Saturday, March 31, 2007

Friend of the Groom?

I met my husband through the local university ballroom dance club. He was an advanced student with several amateur competitions under his belt; I had signed up primarily as a way to meet people, having recently moved from California to Michigan to start a new job. That he was willing to dance with me at all was something of a miracle (he says it was the lemon tarts I served at a club luncheon).

One of the first lessons I had to learn was that, if we were going to dance together, I had to let him lead. Otherwise, a graceful waltz soon degenerated into an awkward power struggle. Now, the fact that I let him lead didn’t mean he was superior to me in any other way (though in fact his dance training was far superior to mine). His job was intrinsically different -- and the moment I lost sight of that fact, the party was over.

This week I read a post that reminded me of those leather-soled shoe days, more specifically of the days when I had to fight my "natural born leader" tendencies and ... follow. In those moments of feminine receptivity, I was keenly aware of the complementarity of the sexes as God designed them.

To be perfectly honest, I am equally troubled by the original post -- the women who thinks the laity should "strike" until the ordained clergy come to their senses and allow laity to serve in every possible capacity (altar servers, lectors, Eucharistic ministers, etc.) -- as well as the half-dozen men who leaped to "put her in her place." Honestly, gentlemen ... don't you know a damsel in distress when you hear one? "A soft answer turns away wrath, but a harsh word stirs up anger" (Prov 15:1).

The Mass can be described many ways. It is, first and foremost, the "summit toward which the activity of the Church is directed and the font from which her power flows" (CCC 1074). It is a "public work" of communal prayer (CCC 1069). It contains song and music "closely connected with the liturgical action" (CCC 1191). When I read this last passage, I am reminded once more of the reality that the Mass is a temporal expression of an eternal reality: the love of the Groom for His Bride, and of the wedding feast that is being prepared for us in the New Jerusalem.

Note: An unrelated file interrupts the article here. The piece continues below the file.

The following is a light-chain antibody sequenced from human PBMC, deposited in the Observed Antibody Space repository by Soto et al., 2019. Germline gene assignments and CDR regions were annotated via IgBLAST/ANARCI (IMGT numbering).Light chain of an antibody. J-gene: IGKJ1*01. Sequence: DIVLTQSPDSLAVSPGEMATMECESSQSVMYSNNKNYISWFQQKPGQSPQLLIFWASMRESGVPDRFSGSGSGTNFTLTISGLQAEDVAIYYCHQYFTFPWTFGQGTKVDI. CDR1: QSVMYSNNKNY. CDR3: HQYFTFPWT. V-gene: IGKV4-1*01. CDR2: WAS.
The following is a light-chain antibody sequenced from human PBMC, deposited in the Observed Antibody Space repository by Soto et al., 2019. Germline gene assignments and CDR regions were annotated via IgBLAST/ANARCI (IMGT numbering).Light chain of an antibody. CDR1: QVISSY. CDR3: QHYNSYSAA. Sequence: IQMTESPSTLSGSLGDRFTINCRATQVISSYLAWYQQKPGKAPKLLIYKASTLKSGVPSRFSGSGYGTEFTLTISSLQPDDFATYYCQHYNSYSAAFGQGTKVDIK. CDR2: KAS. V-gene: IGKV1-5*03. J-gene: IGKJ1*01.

This last image -- the liturgy as a dance -- is what I would want to show my poor, disgruntled sister, and all those like her who are chafing at the "new" restrictions being placed upon them in their parishes. To turn this into a battle of the sexes is to miss the point. We image "Bride" in a way our brothers never can. And who do you suppose will have an easier time of it when we all get to heaven … and the band strikes up for that bridal waltz? The ones who patiently and joyfully followed her groom (no matter how human and undeniably fallible) here below.

(I have no idea what the boys will do … sit and watch from the sidelines a great deal, I imagine.)

I'm not saying women shouldn't lector or shouldn't sing in the choir or shouldn't bring the Eucharist to nursing homes ... We all have gifts, and we all need to use them if the community is going to function properly. However, there needs to be order, and in a family that means the members need to follow the head. So ... listen to your Father, or go take a time-out! :-)

Monday, March 05, 2007

Seeds of Faith A'Bloomin': First writer's contest

Funny thing happened today. I was sending out a special mailing to a few institutions I thought should subscribe to "Canticle," and was going to include a copy of one of our recent articles that seemed particularly relevent to their needs. I had a simple choice to make: color copies, which would make the better impression? Or black-and-white, which was significantly cheaper?
It was tempting to go the cheaper route, as I was financing this effort myself. But then I thought, "What impression do I want to make here? What is going to get the results? How much faith do I have that God is going to bless this effort?"